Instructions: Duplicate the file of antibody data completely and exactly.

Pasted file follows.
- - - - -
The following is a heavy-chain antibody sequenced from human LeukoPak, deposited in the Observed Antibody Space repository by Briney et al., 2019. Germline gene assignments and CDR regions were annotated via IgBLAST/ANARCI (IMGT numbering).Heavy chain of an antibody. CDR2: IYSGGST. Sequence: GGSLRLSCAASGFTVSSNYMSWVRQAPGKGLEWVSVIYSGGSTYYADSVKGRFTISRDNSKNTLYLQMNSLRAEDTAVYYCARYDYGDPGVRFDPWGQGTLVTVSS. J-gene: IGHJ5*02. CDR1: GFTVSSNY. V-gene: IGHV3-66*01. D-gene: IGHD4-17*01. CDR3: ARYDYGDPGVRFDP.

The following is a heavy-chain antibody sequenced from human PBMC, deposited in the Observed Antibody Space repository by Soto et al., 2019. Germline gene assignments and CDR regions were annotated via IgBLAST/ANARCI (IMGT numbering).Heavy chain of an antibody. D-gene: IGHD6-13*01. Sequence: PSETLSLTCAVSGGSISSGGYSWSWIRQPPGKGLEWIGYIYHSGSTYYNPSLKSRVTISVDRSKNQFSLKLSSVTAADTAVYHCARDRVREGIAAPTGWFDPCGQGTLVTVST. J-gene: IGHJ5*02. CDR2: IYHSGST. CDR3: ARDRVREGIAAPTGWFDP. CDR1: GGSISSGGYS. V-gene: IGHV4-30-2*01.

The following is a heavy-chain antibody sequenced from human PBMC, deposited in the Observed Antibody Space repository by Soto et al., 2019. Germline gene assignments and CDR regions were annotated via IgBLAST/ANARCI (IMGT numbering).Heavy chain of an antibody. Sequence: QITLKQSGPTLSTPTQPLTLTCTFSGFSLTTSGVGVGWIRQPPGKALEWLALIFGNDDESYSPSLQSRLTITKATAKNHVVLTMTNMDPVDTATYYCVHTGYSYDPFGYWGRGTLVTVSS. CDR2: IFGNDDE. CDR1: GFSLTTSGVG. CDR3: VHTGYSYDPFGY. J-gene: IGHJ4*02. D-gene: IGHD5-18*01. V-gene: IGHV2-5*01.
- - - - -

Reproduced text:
The following is a heavy-chain antibody sequenced from human LeukoPak, deposited in the Observed Antibody Space repository by Briney et al., 2019. Germline gene assignments and CDR regions were annotated via IgBLAST/ANARCI (IMGT numbering).Heavy chain of an antibody. CDR2: IYSGGST. Sequence: GGSLRLSCAASGFTVSSNYMSWVRQAPGKGLEWVSVIYSGGSTYYADSVKGRFTISRDNSKNTLYLQMNSLRAEDTAVYYCARYDYGDPGVRFDPWGQGTLVTVSS. J-gene: IGHJ5*02. CDR1: GFTVSSNY. V-gene: IGHV3-66*01. D-gene: IGHD4-17*01. CDR3: ARYDYGDPGVRFDP.

The following is a heavy-chain antibody sequenced from human PBMC, deposited in the Observed Antibody Space repository by Soto et al., 2019. Germline gene assignments and CDR regions were annotated via IgBLAST/ANARCI (IMGT numbering).Heavy chain of an antibody. D-gene: IGHD6-13*01. Sequence: PSETLSLTCAVSGGSISSGGYSWSWIRQPPGKGLEWIGYIYHSGSTYYNPSLKSRVTISVDRSKNQFSLKLSSVTAADTAVYHCARDRVREGIAAPTGWFDPCGQGTLVTVST. J-gene: IGHJ5*02. CDR2: IYHSGST. CDR3: ARDRVREGIAAPTGWFDP. CDR1: GGSISSGGYS. V-gene: IGHV4-30-2*01.

The following is a heavy-chain antibody sequenced from human PBMC, deposited in the Observed Antibody Space repository by Soto et al., 2019. Germline gene assignments and CDR regions were annotated via IgBLAST/ANARCI (IMGT numbering).Heavy chain of an antibody. Sequence: QITLKQSGPTLSTPTQPLTLTCTFSGFSLTTSGVGVGWIRQPPGKALEWLALIFGNDDESYSPSLQSRLTITKATAKNHVVLTMTNMDPVDTATYYCVHTGYSYDPFGYWGRGTLVTVSS. CDR2: IFGNDDE. CDR1: GFSLTTSGVG. CDR3: VHTGYSYDPFGY. J-gene: IGHJ4*02. D-gene: IGHD5-18*01. V-gene: IGHV2-5*01.